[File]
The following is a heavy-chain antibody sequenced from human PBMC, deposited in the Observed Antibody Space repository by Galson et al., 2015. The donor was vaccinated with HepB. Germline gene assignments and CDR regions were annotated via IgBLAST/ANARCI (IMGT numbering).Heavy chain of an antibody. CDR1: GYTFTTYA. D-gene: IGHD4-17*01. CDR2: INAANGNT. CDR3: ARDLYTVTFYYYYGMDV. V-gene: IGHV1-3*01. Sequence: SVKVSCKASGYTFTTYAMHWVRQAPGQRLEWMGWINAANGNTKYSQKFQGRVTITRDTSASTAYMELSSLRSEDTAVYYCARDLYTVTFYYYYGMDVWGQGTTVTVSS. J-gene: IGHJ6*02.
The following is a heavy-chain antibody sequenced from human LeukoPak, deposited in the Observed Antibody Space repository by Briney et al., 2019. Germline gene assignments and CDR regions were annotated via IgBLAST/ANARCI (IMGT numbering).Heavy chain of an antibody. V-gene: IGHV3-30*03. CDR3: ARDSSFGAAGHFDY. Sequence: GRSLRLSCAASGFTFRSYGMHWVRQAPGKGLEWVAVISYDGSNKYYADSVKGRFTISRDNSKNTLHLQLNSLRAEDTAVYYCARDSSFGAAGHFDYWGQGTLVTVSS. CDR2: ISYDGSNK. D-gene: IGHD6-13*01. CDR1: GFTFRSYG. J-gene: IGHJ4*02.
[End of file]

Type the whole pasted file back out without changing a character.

The following is a heavy-chain antibody sequenced from human PBMC, deposited in the Observed Antibody Space repository by Galson et al., 2015. The donor was vaccinated with HepB. Germline gene assignments and CDR regions were annotated via IgBLAST/ANARCI (IMGT numbering).Heavy chain of an antibody. CDR1: GYTFTTYA. D-gene: IGHD4-17*01. CDR2: INAANGNT. CDR3: ARDLYTVTFYYYYGMDV. V-gene: IGHV1-3*01. Sequence: SVKVSCKASGYTFTTYAMHWVRQAPGQRLEWMGWINAANGNTKYSQKFQGRVTITRDTSASTAYMELSSLRSEDTAVYYCARDLYTVTFYYYYGMDVWGQGTTVTVSS. J-gene: IGHJ6*02.
The following is a heavy-chain antibody sequenced from human LeukoPak, deposited in the Observed Antibody Space repository by Briney et al., 2019. Germline gene assignments and CDR regions were annotated via IgBLAST/ANARCI (IMGT numbering).Heavy chain of an antibody. V-gene: IGHV3-30*03. CDR3: ARDSSFGAAGHFDY. Sequence: GRSLRLSCAASGFTFRSYGMHWVRQAPGKGLEWVAVISYDGSNKYYADSVKGRFTISRDNSKNTLHLQLNSLRAEDTAVYYCARDSSFGAAGHFDYWGQGTLVTVSS. CDR2: ISYDGSNK. D-gene: IGHD6-13*01. CDR1: GFTFRSYG. J-gene: IGHJ4*02.